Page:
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When Christians Fight : Ecumenical Theologies And The Troubles In Northern Ireland.

Irwin, Noel George (2010) When Christians Fight : Ecumenical Theologies And The Troubles In Northern Ireland. PhD thesis, University of Sheffield.

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Abstract

In this thesis I first of all outline the nature of the conflict in Northern Ireland. Against the prevalent academic consensus that the conflict is an ethnic one, I argue that it is a religious conflict with features of ethnicity and colonialism. I then assess the behaviour of the state, both under the Unionist government at Stormont and then under Direct Rule from Westminster. Pre-1972 I look at the question of discrimination against the Roman Catholic minority community. I argue that this was 'institutionalised partiality'. In the era of the 'Troubles' I provide continuity by seeing through the issue of 'fair employment' and also focus on the British Government's response to the violence in terms of abuses of human rights. My view is that political theology in Northern Ireland has never engaged critically with all the material presented in these chapters. After establishing that religion is the central motif of the 'Troubles', whose political manifestation is the parameters and behaviour of a particular state, I examine the broad sweep of the role the Churches played as they responded to the outbreak of inter-communal violence in 1968. I concentrate on the missed opportunity of the Violence Report of 1974 and what I term the 'ecumenical paradox' of the Churches reaction to the 'Troubles'. I then examine three representative theological reflections on the situation. One advocates a theological response to the 'Troubles' of reconciliation, one of citizenship and one of justice. After examining the evidence I offer a theology of justice, or liberation, which needed to be added to the dominant theological paradigm of reconciliation to provide a cogent response to the 'Troubles'. I give the example of the role of prisoners as a model from which the Churches could learn from.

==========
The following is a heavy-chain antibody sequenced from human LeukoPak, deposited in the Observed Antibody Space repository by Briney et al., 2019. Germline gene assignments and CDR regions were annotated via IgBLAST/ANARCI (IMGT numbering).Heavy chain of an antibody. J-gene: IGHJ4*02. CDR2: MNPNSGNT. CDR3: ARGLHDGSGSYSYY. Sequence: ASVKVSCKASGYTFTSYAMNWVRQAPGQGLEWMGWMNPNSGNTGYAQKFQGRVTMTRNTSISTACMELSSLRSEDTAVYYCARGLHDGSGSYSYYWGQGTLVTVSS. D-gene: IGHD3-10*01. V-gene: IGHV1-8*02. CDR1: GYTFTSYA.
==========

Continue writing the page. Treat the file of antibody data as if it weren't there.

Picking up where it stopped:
Item Type: Thesis (PhD)
Academic Units: The University of Sheffield > Faculty of Arts and Humanities (Sheffield) > Biblical Studies (Sheffield)
Identification Number/EthosID: uk.bl.ethos.521964
Depositing User: EThOS Import Sheffield
Date Deposited: 09 Jan 2017 15:00
Last Modified: 09 Jan 2017 15:00
URI: http://etheses.whiterose.ac.uk/id/eprint/14966

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